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Hello,

1. I've read that the verb after 'knew' should be in the past tense. Is this always true?

I knew that man landed on the moon.

2. Can I also say 'I knew that man has landed on the moon'?

3. I've also read from a thread here that 'did you know...?' can take a verb in present tense after it because it is equivalent to saying 'Are you aware that...?'. Therefore, is it correct to answer the below question in present tense as follows?

Did you know that the earth is round?
Yes, I knew that the earth is round. (Or it should have been 'was'?)

4. To my ear, changing to 'was' doesn't sound right because the statement is a general truth. 'Was' sounds it is no longer true. Would you agree?

5. Also, don't you think it's more correct to answer 'Yes, I know that the earth is round'? What I'm not sure about is it doesn't match the tense of the question in past tense, although it is equivalent to a question in present tense 'Are you aware that...?'.

6. In the first place, what is the difference between the two sentences below?

Did you know that the earth is round?
Do you know that the earth is round?

I would very much appreciate your assistance in this.
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Anonymous1. I've read that the verb after 'knew' should be in the past tense. Is this always true?
No. You have given some execllent examples of when that is not true.
Anonymous'I knew that man has landed on the moon'?
It sounds OK to me. But past perfect is much more common:

When I returned from my long sailing vacation in the summer 1969, I knew then that man had landed on the moon.
When the battle was over, they knew that they had lost the war.
AnonymousDid you know that the earth is round?
Yes, I knew that the earth is round. (Or it should have been 'was'?)
The last time I checked, the earth had not changed its shape. It was round, it is round and, unless it is hit by a very big asteroid, it will be round. For these universal invarient facts, present tense emphasizes the invarient nature of that fact:
From observing lunar eclipses, the ancients discovered that the earth is round.
Even when I was a young child, I knew that water boils at 100 degrees celcius and freezes at 0 degrees celcius.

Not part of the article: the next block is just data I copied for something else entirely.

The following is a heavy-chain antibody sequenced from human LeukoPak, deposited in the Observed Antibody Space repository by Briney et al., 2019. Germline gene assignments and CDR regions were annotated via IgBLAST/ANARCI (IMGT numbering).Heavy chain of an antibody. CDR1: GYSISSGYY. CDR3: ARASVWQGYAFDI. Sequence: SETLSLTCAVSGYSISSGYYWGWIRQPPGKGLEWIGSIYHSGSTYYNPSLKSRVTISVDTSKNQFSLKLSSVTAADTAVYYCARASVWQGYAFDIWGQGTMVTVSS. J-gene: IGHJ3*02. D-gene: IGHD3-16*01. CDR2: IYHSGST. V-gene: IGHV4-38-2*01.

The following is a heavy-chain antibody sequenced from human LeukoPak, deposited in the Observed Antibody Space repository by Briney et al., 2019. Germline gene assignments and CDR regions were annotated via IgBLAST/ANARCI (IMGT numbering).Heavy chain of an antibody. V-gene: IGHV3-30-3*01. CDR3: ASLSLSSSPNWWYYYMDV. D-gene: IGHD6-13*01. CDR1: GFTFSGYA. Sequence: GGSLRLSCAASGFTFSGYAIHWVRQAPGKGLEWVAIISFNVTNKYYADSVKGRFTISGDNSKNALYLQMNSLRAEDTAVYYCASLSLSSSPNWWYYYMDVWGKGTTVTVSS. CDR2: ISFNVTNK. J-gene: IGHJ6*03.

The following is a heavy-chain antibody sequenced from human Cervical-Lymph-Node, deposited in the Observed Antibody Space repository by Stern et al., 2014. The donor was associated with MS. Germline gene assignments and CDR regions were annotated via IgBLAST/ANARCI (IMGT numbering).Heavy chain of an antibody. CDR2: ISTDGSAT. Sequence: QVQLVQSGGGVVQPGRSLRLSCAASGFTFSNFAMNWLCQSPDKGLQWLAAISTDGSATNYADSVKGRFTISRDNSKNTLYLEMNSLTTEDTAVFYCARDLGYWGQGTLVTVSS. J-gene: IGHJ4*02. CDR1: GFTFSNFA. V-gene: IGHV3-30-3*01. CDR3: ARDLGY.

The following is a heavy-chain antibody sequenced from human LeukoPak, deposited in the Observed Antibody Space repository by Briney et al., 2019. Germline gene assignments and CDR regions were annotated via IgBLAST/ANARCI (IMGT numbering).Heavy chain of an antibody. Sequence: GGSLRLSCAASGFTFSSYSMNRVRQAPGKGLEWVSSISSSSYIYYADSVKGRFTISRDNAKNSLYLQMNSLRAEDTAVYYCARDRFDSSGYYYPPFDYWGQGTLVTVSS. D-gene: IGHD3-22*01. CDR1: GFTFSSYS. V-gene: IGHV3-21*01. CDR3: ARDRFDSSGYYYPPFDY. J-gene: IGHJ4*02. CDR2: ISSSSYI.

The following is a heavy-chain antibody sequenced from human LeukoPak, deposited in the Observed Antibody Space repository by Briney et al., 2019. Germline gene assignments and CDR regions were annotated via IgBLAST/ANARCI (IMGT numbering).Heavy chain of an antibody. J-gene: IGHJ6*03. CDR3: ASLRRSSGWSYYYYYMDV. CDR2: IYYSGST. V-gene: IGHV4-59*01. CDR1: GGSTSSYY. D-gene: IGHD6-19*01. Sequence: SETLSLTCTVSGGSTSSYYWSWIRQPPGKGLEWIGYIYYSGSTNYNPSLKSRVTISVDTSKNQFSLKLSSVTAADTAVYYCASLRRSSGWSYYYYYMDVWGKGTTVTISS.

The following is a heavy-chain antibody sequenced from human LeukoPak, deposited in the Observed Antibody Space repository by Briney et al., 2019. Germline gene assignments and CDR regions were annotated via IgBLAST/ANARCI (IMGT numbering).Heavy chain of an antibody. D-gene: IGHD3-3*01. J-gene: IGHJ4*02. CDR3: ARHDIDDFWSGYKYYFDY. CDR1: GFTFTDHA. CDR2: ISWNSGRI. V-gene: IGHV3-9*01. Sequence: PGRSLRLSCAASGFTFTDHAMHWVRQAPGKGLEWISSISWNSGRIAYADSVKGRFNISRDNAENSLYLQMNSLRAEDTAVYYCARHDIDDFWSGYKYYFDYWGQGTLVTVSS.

You will often hear the past tense - that is also OK, because the fact was equally true in the past.
Anonymous1) Did you know that the earth is round?
2) Do you know that the earth is round?
The difference is that #1 is asking about what I knew in the past (and if I haven't forgotten, I still know it now!), and #2 is asking about what I know right now.
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Thank you so much for your clear explanations. That makes sense now.

Just a few follow-up questions...

1. In informal conversations, is it correct to reply to the question 'Did you know that the earth is round?" with the following answer not having the same tense?

Yes, I know that the earth is round.

2. Or the reply should be 'Yes, I knew that the earth is round'?

3. But in formal writing, tense-matching should be strictly observed?
Anonymous1. In informal conversations, is it correct to reply to the question 'Did you know that the earth is round?" with the following answer not having the same tense?

Yes, I know that the earth is round.
Informally, people often use the past "did you know..." instead of "do you know". It shades the meaning a bit - asking about prior awareness.

The answer is commonly present tense. It shades the meaning to current awareness and caring about it at present.

Did you know that Joe and Angela are getting a divorce?
Yes. I know. (and I care about it)

Did you know that Joe and Angela are getting a divorce?
Yes. I knew that. (but I forgot about it because it is not important to me)
Anonymous2. Or the reply should be 'Yes, I knew that the earth is round'?
You are implying - Yes, I studied that in school, but until you reminded me, I had forgotten about it.
Anonymous3. But in formal writing, tense-matching should be strictly observed?
Not in the case of invarient facts. (e.g. my example about the ancients who discovered that the earth is a sphere.)
Thank you very much indeed. You've explained it very well. I can now see the subtle difference between their usages.
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